Collin Morikawa
Collin Morikawa’s ridiculous run continues with European Tour double
By: Nick Piastowski

Sens: I’m not sure there was much new to learn here. We’ve seen this kind of relentlessness from Morikawa before. And these kinds of wild swings from Rory. Is there a less predictable member of the Tour’s upper crust when playing with the lead? Seems that way. But I guess I’ll have to ask Mark Broadie to confirm.

Bamberger: That polyester shirts rip more readily and in a less linear way than cotton ones. Cotton has a grain to it, just as newsprint does. Polyester shirts are a glorified oil product that a million washes cannot disintegrate. As for Morikawa, it was further confirmation of what we’ve known about his for a while: one of the best players in the game, tee-to-green, and when he putts well better than that.

5. Talor Gooch claimed his first career PGA Tour victory with a three-shot win at the RSM Classic on Sunday. We still have the Hero World Challenge to play, but the conclusion of the RSM marked the end of the full-field Tour fall season. What’s one single moment you’ll remember from this stretch on Tour?

Zak: Call me a homer but I’ll remember for quite a while just how nervous I was during the Houston Open as a friend was grinding out his first time in contention in years. It wasn’t going well. It made watching golf difficult and gut-wrenching. I didn’t like it at all! But I supposed I had to like it in the end. A top 5 finish for Martin Trainer.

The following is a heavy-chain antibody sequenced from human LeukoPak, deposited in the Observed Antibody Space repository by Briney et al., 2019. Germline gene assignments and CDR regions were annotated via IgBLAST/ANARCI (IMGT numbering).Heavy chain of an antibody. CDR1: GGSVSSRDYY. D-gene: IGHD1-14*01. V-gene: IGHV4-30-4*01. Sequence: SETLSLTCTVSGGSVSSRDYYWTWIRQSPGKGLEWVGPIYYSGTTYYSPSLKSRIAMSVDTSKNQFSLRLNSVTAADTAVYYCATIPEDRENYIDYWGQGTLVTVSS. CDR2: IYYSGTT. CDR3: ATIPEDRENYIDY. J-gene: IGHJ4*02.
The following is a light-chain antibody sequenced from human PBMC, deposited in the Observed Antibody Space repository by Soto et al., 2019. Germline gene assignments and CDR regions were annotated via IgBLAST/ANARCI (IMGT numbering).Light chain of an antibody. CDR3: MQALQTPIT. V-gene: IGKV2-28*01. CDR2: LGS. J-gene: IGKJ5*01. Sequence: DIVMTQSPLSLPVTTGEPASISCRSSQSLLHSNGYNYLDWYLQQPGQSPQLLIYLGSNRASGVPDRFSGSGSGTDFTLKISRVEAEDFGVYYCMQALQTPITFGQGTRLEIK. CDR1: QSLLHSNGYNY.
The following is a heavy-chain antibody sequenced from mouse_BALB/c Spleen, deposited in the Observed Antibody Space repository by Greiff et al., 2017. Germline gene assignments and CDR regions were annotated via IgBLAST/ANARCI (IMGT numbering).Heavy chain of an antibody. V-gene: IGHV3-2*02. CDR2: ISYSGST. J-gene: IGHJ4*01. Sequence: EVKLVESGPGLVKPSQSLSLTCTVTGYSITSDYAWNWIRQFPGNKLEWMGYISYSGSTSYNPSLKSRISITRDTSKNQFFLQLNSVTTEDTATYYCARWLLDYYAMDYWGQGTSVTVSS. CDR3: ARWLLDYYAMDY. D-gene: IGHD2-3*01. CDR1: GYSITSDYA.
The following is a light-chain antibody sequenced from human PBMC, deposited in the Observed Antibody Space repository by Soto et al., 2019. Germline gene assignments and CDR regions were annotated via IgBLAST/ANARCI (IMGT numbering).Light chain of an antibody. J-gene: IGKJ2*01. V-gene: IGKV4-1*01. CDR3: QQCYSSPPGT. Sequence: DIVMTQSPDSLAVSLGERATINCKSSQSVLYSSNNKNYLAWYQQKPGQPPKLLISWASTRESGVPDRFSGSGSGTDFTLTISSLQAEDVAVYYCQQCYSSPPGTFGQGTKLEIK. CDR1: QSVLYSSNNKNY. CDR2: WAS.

Dethier: I’ll remember a hilarious combination of wind and rain making for some terrific television at the Bermuda Championship. But let’s call that the runner-up moment. No. 1? I’ll remember Hideki Matsuyama making eagle at No. 18 to win the Zozo Championship in front of a supportive home crowd, bookending a terrific year for the Masters champion.

Talor Gooch
Talor Gooch rides no-bogey final round at RSM Classic for first PGA Tour win
By: Nick Piastowski

Bamberger: Rory’s grace after winning over Rickie Fowler, his Sunday playing partner and the event’s 54-hole leader. The power of Brian Morris’s two rounds in Bermuda

Sens: Tiger’s social media post from this morning.

6. This Thursday marks Thanksgiving. (There’s a good chance you already knew this before now.) What’s one golfy thing you’re feeling thankful for this year?

Zak: About five months ago, a friend and I played a cool, spring round just outside Chicago. He couldn’t get the ball off the ground. Nothing flew straight. His score wasn’t going to eclipse 120. Once a solid, bogey-golfer, he had fully lost touch with his game. But ONE single GolfTec lesson fixed him up proper. Just a swing thought or two — and a setup maneuver. We pegged it at the same course Saturday, and suddenly his irons had launch to them again. His drives flew smooth and straight. He played plodding, uneventful golf — the kind you long for on our worst days. It added up to an 88, and he was thrilled. A golf buddy whom I thought I had lost was back in the fold. If only it wasn’t our last round of the year!

Dethier: I’m thankful that golf continues to mean adventure. I’m thankful for offseason golf trip planning. I’m thankful for sneaking in nine holes when the whether is just good enough. And I’m thankful for the opportunity to convince myself that this next golf season is when I’m going to really put it all together.

Bamberger: Playable left rough.

Sens: The endless search. I’ve been lost in a zillion swing thoughts this year. But it has to get better, right? Tomorrow. The next day. The next round. The next swing. Hope springs eternal. That’s always been golf’s greatest gift.